15.3523, Qs: IPA in Textbooks; Use of 'Substitute'

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Sat Dec 18 18:23:50 UTC 2004

LINGUIST List: Vol-15-3523. Sat Dec 18 2004. ISSN: 1068 - 4875.

Subject: 15.3523, Qs: IPA in Textbooks; Use of 'Substitute'

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Date: 17-Dec-2004
From: Caitlin McIntyre < caitlin.mcintyre at thomson.com >
Subject: IPA in Textbooks

Date: 17-Dec-2004
From: David Denison < d.denison at manchester.ac.uk >
Subject: Use of 'Substitute'

-------------------------Message 1 ----------------------------------
Date: Sat, 18 Dec 2004 13:19:43
From: Caitlin McIntyre < caitlin.mcintyre at thomson.com >
Subject: IPA in Textbooks

For professors and teachers of Spanish Phonetics and Phonology: I work in
Spanish textbook editorial and currently am focusing on a Spanish Phonetics
and Phonology that does not introduce IPA until more than halfway through
the book - leaving explanations on word structure, syllable structure, and
tone (not to mention all preliminary/introductory and general overview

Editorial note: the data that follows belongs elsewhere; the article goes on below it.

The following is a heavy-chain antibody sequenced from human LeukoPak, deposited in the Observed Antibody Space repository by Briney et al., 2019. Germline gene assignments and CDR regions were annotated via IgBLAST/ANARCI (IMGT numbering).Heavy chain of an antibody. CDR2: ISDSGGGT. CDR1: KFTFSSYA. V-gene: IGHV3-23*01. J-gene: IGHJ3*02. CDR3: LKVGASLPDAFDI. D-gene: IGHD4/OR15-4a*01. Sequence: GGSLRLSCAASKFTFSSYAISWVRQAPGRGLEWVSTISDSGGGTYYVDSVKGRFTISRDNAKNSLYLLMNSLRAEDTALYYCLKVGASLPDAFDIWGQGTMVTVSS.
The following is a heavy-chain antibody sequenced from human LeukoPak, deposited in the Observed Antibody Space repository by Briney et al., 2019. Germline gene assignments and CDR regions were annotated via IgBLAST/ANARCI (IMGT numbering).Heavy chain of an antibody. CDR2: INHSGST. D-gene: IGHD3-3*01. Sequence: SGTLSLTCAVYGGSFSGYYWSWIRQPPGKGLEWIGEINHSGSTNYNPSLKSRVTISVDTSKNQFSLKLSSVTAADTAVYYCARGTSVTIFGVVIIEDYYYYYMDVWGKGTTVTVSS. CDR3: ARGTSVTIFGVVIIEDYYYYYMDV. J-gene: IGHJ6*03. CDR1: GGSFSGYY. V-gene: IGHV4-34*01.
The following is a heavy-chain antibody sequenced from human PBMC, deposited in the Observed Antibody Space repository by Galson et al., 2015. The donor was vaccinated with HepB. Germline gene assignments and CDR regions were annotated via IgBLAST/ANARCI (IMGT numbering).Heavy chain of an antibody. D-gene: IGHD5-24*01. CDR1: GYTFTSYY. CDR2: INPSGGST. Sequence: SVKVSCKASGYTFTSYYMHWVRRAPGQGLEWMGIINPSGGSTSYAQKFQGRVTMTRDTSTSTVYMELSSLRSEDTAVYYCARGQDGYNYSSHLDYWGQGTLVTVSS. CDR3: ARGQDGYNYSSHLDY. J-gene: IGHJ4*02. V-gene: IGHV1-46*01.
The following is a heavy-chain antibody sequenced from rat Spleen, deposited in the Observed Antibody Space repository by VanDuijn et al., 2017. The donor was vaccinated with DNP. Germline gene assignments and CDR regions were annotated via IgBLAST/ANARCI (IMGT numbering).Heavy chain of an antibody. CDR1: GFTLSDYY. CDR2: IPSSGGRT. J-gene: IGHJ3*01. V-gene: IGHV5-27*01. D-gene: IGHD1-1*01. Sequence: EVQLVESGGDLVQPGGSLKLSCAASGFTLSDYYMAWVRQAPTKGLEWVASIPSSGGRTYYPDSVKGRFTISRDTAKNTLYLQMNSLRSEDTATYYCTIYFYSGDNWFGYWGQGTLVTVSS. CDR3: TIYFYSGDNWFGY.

chapters) written in standard orthography.  Particularly for syllable work,
I find this odd.  Would any professor feel comfortable with or desire to
teach from a text that approached topics in this sequence, also allowing
students to complete exercises and activities for tones and syllables not
using IPA?  As a linguist, it strikes me as different and I was seeking an
academic opinion on this.  Thank you.

Linguistic Field(s): Phonetics

-------------------------Message 2 ----------------------------------
Date: Sat, 18 Dec 2004 13:19:45
From: David Denison < d.denison at manchester.ac.uk >
Subject: Use of 'Substitute'

I'm just tidying up a paper (draft available on
http://ling.man.ac.uk/Info/staff/dd/) on the reversal of _substitute_,
which in British English is moving rapidly from the subcategorisation

(1) substitute new for old


(2) substitute old for new

- a switch which raises some interesting questions. I've got one passive
example from the American National Corpus whose interpretation isn't 100%
clear to me. Could a native speaker of American football English give me
the sports-language-for-dummies version, assuming complete ignorance of the
setup and the jargon?

(3) Non-specialists only can be substituted out of the lineup once per
quarter, meaning two-way players can expect to be on the field upward of 45
to 50 minutes of a 60-minute game. (ANC, NYTimes)

In particular, what does ''out of the lineup'' mean? - that the coach can
take non-specialist players off the bench and send them out onto the field,
or that he can bring them off the field, or perhaps that he can bring them
off the field and replace them by others waiting to come on?  And whatever
it means, does example (3) represent normal usage in context?  Many thanks.

Linguistic Field(s): Historical Linguistics

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